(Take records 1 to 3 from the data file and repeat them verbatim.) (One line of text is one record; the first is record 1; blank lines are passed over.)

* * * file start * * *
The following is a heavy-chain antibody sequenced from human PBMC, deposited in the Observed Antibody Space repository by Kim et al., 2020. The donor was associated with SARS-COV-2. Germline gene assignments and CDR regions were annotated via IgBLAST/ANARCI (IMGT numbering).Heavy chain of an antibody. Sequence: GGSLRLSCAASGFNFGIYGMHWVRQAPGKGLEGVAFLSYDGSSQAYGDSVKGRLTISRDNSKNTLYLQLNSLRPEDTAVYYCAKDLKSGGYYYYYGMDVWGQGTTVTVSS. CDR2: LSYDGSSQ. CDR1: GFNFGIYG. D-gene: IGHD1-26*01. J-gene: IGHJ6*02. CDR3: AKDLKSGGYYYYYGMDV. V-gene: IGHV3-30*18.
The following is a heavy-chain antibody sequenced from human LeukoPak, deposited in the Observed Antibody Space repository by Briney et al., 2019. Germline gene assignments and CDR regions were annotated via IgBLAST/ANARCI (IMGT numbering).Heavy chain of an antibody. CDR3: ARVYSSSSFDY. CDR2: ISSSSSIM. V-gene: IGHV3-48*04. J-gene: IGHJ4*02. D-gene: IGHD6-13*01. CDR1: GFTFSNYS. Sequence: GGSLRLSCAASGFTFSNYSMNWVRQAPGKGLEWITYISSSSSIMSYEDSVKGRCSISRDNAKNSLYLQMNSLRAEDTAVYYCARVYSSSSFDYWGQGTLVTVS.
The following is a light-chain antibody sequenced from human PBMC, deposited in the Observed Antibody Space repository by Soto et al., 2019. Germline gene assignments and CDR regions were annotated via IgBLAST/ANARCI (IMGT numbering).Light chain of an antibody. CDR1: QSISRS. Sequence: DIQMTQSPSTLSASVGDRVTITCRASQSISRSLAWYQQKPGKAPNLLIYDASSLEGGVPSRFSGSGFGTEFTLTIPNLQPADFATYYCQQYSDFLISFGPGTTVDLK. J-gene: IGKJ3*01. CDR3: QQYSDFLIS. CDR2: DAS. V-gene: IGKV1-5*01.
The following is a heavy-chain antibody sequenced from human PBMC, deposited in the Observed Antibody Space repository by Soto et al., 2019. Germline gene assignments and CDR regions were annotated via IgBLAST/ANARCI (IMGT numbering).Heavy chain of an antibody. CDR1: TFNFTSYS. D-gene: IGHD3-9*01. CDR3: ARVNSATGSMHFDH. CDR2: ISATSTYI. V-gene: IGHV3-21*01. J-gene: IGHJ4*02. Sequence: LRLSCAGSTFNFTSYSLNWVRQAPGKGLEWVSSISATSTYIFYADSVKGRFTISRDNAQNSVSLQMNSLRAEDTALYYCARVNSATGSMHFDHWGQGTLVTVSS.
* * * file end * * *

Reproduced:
The following is a heavy-chain antibody sequenced from human PBMC, deposited in the Observed Antibody Space repository by Kim et al., 2020. The donor was associated with SARS-COV-2. Germline gene assignments and CDR regions were annotated via IgBLAST/ANARCI (IMGT numbering).Heavy chain of an antibody. Sequence: GGSLRLSCAASGFNFGIYGMHWVRQAPGKGLEGVAFLSYDGSSQAYGDSVKGRLTISRDNSKNTLYLQLNSLRPEDTAVYYCAKDLKSGGYYYYYGMDVWGQGTTVTVSS. CDR2: LSYDGSSQ. CDR1: GFNFGIYG. D-gene: IGHD1-26*01. J-gene: IGHJ6*02. CDR3: AKDLKSGGYYYYYGMDV. V-gene: IGHV3-30*18.
The following is a heavy-chain antibody sequenced from human LeukoPak, deposited in the Observed Antibody Space repository by Briney et al., 2019. Germline gene assignments and CDR regions were annotated via IgBLAST/ANARCI (IMGT numbering).Heavy chain of an antibody. CDR3: ARVYSSSSFDY. CDR2: ISSSSSIM. V-gene: IGHV3-48*04. J-gene: IGHJ4*02. D-gene: IGHD6-13*01. CDR1: GFTFSNYS. Sequence: GGSLRLSCAASGFTFSNYSMNWVRQAPGKGLEWITYISSSSSIMSYEDSVKGRCSISRDNAKNSLYLQMNSLRAEDTAVYYCARVYSSSSFDYWGQGTLVTVS.
The following is a light-chain antibody sequenced from human PBMC, deposited in the Observed Antibody Space repository by Soto et al., 2019. Germline gene assignments and CDR regions were annotated via IgBLAST/ANARCI (IMGT numbering).Light chain of an antibody. CDR1: QSISRS. Sequence: DIQMTQSPSTLSASVGDRVTITCRASQSISRSLAWYQQKPGKAPNLLIYDASSLEGGVPSRFSGSGFGTEFTLTIPNLQPADFATYYCQQYSDFLISFGPGTTVDLK. J-gene: IGKJ3*01. CDR3: QQYSDFLIS. CDR2: DAS. V-gene: IGKV1-5*01.